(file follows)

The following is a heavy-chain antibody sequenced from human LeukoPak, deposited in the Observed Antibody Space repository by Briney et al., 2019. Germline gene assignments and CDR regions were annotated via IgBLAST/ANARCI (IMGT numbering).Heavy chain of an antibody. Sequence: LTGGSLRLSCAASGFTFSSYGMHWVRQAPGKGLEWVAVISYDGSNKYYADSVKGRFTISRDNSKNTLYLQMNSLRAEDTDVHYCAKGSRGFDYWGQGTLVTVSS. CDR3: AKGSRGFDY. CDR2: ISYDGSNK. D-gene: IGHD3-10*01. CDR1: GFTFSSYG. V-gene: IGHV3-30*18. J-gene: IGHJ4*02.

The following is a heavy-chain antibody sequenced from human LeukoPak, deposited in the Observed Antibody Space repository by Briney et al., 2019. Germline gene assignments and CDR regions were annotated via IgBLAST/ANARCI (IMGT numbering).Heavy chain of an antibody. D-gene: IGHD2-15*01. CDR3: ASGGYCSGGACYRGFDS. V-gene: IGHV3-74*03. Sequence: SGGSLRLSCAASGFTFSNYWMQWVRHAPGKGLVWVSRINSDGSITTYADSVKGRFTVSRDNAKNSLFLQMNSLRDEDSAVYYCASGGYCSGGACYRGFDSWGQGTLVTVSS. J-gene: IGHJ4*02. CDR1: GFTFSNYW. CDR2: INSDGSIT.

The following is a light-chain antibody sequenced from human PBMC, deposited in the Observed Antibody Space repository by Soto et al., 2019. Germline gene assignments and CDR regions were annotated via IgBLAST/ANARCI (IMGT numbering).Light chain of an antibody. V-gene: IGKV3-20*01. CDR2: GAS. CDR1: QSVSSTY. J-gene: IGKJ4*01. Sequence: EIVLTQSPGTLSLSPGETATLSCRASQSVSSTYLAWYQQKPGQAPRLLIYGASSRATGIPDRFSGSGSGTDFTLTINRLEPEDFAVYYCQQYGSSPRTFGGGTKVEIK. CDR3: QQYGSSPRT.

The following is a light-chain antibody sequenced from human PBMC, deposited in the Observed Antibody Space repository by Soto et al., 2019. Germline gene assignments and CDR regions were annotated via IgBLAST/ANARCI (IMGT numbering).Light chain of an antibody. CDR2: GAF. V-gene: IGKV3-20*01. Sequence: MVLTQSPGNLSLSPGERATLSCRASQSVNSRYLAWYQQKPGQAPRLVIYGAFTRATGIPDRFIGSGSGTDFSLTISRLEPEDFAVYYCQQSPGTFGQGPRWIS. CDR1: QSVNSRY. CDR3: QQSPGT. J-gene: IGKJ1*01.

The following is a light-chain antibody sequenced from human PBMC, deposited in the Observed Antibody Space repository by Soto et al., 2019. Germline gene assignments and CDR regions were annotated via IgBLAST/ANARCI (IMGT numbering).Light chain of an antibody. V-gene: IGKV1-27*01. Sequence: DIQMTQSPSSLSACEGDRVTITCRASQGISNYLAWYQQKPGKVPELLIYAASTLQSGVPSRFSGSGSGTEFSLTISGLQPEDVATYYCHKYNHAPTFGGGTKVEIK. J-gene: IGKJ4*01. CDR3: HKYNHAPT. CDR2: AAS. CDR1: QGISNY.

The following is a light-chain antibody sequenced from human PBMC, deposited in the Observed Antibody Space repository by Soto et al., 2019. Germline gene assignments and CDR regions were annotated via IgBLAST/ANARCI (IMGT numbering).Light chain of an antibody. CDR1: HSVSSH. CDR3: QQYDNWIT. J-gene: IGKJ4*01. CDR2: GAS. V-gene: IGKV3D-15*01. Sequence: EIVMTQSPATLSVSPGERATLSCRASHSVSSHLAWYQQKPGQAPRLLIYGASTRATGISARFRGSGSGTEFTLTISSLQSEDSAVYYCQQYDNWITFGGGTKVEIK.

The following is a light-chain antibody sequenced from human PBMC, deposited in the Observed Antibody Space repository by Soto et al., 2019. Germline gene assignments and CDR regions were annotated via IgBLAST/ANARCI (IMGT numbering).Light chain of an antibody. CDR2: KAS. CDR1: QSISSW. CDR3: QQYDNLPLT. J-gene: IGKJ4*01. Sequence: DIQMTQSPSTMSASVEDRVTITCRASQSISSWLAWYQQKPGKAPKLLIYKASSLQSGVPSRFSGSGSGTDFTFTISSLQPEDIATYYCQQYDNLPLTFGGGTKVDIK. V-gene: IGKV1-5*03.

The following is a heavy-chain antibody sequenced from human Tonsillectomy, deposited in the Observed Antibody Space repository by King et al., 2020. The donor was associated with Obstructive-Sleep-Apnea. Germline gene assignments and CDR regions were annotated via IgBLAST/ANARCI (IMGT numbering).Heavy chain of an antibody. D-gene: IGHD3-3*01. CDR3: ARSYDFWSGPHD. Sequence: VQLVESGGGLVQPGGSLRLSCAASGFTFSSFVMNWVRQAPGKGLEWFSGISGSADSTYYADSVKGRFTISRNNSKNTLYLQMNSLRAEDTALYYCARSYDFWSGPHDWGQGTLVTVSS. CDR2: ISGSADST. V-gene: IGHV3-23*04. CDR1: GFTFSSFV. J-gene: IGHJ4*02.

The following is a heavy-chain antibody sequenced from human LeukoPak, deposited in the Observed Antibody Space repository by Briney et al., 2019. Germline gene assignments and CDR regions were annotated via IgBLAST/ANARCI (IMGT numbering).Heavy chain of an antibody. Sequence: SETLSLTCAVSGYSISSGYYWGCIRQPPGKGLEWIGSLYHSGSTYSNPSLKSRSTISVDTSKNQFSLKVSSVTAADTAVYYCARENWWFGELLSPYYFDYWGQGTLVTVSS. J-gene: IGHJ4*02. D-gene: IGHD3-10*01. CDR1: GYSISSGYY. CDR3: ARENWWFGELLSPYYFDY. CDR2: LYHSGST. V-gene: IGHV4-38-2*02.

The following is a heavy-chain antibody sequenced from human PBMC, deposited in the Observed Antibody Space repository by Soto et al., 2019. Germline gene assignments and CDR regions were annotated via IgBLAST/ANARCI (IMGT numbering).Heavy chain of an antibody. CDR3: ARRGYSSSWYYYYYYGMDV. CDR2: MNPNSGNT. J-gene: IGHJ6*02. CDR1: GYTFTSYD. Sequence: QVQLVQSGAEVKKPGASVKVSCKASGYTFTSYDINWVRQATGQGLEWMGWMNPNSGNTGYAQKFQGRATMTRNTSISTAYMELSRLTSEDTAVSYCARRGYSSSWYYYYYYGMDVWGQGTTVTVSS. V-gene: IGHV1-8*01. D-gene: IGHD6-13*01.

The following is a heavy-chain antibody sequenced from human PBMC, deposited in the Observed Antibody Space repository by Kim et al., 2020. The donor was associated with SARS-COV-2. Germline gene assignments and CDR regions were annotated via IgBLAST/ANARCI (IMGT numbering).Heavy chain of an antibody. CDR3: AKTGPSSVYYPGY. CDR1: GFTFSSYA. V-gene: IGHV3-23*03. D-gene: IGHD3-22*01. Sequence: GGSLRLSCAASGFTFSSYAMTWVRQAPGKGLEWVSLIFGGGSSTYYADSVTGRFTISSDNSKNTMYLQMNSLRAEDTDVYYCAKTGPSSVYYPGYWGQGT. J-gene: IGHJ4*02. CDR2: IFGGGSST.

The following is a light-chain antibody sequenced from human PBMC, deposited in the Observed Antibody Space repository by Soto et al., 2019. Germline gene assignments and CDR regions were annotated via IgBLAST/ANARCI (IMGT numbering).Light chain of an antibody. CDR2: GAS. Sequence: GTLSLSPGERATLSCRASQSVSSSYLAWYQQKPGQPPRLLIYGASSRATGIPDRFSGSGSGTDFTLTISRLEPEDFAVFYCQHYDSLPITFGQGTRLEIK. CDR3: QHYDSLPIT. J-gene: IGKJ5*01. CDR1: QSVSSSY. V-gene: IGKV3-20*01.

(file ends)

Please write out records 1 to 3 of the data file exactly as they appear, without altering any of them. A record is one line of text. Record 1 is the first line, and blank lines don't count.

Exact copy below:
The following is a heavy-chain antibody sequenced from human LeukoPak, deposited in the Observed Antibody Space repository by Briney et al., 2019. Germline gene assignments and CDR regions were annotated via IgBLAST/ANARCI (IMGT numbering).Heavy chain of an antibody. Sequence: LTGGSLRLSCAASGFTFSSYGMHWVRQAPGKGLEWVAVISYDGSNKYYADSVKGRFTISRDNSKNTLYLQMNSLRAEDTDVHYCAKGSRGFDYWGQGTLVTVSS. CDR3: AKGSRGFDY. CDR2: ISYDGSNK. D-gene: IGHD3-10*01. CDR1: GFTFSSYG. V-gene: IGHV3-30*18. J-gene: IGHJ4*02.

The following is a heavy-chain antibody sequenced from human LeukoPak, deposited in the Observed Antibody Space repository by Briney et al., 2019. Germline gene assignments and CDR regions were annotated via IgBLAST/ANARCI (IMGT numbering).Heavy chain of an antibody. D-gene: IGHD2-15*01. CDR3: ASGGYCSGGACYRGFDS. V-gene: IGHV3-74*03. Sequence: SGGSLRLSCAASGFTFSNYWMQWVRHAPGKGLVWVSRINSDGSITTYADSVKGRFTVSRDNAKNSLFLQMNSLRDEDSAVYYCASGGYCSGGACYRGFDSWGQGTLVTVSS. J-gene: IGHJ4*02. CDR1: GFTFSNYW. CDR2: INSDGSIT.

The following is a light-chain antibody sequenced from human PBMC, deposited in the Observed Antibody Space repository by Soto et al., 2019. Germline gene assignments and CDR regions were annotated via IgBLAST/ANARCI (IMGT numbering).Light chain of an antibody. V-gene: IGKV3-20*01. CDR2: GAS. CDR1: QSVSSTY. J-gene: IGKJ4*01. Sequence: EIVLTQSPGTLSLSPGETATLSCRASQSVSSTYLAWYQQKPGQAPRLLIYGASSRATGIPDRFSGSGSGTDFTLTINRLEPEDFAVYYCQQYGSSPRTFGGGTKVEIK. CDR3: QQYGSSPRT.